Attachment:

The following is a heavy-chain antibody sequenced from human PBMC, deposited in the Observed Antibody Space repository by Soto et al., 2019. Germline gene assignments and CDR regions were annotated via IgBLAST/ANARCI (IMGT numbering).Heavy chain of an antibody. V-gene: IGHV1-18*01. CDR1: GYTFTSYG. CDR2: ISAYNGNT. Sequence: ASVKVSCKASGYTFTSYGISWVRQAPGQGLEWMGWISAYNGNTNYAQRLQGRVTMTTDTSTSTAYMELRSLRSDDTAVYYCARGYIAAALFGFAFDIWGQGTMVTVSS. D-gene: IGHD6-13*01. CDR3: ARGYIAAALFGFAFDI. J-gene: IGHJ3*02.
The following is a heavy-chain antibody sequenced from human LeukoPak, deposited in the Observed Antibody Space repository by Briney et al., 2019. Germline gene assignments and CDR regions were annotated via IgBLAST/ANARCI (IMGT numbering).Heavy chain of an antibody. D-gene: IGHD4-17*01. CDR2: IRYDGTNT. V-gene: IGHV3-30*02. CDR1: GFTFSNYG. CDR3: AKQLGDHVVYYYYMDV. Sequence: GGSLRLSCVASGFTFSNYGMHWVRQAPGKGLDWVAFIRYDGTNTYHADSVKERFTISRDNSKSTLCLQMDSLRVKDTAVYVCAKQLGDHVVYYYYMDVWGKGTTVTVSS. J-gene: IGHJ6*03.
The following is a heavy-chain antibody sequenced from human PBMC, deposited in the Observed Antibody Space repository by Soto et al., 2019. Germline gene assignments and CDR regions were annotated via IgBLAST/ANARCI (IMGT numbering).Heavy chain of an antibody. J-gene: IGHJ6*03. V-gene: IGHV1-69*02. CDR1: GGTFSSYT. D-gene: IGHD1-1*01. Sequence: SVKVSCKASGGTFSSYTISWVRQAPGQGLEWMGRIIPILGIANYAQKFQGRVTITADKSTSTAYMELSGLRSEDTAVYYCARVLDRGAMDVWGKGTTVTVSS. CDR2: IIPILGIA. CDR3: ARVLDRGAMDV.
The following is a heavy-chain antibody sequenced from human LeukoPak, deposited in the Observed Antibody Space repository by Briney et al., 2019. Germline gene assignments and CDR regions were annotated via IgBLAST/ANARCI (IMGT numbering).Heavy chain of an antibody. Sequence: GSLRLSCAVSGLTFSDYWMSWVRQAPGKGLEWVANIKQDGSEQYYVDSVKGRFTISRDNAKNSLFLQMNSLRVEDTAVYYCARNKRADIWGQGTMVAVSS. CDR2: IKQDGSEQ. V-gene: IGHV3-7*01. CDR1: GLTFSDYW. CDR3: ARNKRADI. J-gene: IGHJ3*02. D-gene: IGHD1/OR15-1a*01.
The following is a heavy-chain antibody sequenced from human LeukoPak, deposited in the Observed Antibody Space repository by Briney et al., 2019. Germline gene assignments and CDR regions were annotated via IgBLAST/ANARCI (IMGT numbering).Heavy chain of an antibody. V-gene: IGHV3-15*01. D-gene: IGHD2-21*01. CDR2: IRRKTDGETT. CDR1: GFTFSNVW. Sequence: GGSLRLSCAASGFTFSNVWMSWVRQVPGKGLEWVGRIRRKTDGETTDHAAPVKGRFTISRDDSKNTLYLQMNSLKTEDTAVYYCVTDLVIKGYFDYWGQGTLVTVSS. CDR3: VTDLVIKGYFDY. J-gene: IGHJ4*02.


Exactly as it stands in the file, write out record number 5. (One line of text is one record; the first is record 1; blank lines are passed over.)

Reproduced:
The following is a heavy-chain antibody sequenced from human LeukoPak, deposited in the Observed Antibody Space repository by Briney et al., 2019. Germline gene assignments and CDR regions were annotated via IgBLAST/ANARCI (IMGT numbering).Heavy chain of an antibody. V-gene: IGHV3-15*01. D-gene: IGHD2-21*01. CDR2: IRRKTDGETT. CDR1: GFTFSNVW. Sequence: GGSLRLSCAASGFTFSNVWMSWVRQVPGKGLEWVGRIRRKTDGETTDHAAPVKGRFTISRDDSKNTLYLQMNSLKTEDTAVYYCVTDLVIKGYFDYWGQGTLVTVSS. CDR3: VTDLVIKGYFDY. J-gene: IGHJ4*02.